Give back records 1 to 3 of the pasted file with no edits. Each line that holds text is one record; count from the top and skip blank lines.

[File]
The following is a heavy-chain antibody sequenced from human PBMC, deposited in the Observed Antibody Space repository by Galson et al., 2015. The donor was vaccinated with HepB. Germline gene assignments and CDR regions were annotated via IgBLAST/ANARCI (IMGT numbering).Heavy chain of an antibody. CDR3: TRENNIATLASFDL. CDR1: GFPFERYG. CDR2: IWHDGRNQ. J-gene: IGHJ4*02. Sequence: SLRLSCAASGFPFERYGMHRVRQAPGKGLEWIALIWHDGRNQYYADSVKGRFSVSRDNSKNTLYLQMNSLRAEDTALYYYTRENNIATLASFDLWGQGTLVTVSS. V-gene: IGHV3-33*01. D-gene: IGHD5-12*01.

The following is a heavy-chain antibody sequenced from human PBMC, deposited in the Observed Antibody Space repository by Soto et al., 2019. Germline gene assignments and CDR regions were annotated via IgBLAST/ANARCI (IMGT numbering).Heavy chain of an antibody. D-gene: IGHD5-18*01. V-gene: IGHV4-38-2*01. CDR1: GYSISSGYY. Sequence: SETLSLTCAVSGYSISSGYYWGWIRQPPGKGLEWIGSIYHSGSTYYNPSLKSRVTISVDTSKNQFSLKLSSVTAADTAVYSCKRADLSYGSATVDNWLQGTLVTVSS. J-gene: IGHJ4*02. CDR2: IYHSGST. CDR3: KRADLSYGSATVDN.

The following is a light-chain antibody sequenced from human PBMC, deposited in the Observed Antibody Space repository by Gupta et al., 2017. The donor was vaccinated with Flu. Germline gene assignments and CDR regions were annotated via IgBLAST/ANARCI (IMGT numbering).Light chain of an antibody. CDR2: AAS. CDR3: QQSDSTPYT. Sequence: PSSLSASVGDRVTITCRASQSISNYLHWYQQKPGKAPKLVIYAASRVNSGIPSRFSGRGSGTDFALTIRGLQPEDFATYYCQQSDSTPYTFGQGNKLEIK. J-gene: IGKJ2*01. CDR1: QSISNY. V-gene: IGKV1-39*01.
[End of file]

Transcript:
The following is a heavy-chain antibody sequenced from human PBMC, deposited in the Observed Antibody Space repository by Galson et al., 2015. The donor was vaccinated with HepB. Germline gene assignments and CDR regions were annotated via IgBLAST/ANARCI (IMGT numbering).Heavy chain of an antibody. CDR3: TRENNIATLASFDL. CDR1: GFPFERYG. CDR2: IWHDGRNQ. J-gene: IGHJ4*02. Sequence: SLRLSCAASGFPFERYGMHRVRQAPGKGLEWIALIWHDGRNQYYADSVKGRFSVSRDNSKNTLYLQMNSLRAEDTALYYYTRENNIATLASFDLWGQGTLVTVSS. V-gene: IGHV3-33*01. D-gene: IGHD5-12*01.

The following is a heavy-chain antibody sequenced from human PBMC, deposited in the Observed Antibody Space repository by Soto et al., 2019. Germline gene assignments and CDR regions were annotated via IgBLAST/ANARCI (IMGT numbering).Heavy chain of an antibody. D-gene: IGHD5-18*01. V-gene: IGHV4-38-2*01. CDR1: GYSISSGYY. Sequence: SETLSLTCAVSGYSISSGYYWGWIRQPPGKGLEWIGSIYHSGSTYYNPSLKSRVTISVDTSKNQFSLKLSSVTAADTAVYSCKRADLSYGSATVDNWLQGTLVTVSS. J-gene: IGHJ4*02. CDR2: IYHSGST. CDR3: KRADLSYGSATVDN.

The following is a light-chain antibody sequenced from human PBMC, deposited in the Observed Antibody Space repository by Gupta et al., 2017. The donor was vaccinated with Flu. Germline gene assignments and CDR regions were annotated via IgBLAST/ANARCI (IMGT numbering).Light chain of an antibody. CDR2: AAS. CDR3: QQSDSTPYT. Sequence: PSSLSASVGDRVTITCRASQSISNYLHWYQQKPGKAPKLVIYAASRVNSGIPSRFSGRGSGTDFALTIRGLQPEDFATYYCQQSDSTPYTFGQGNKLEIK. J-gene: IGKJ2*01. CDR1: QSISNY. V-gene: IGKV1-39*01.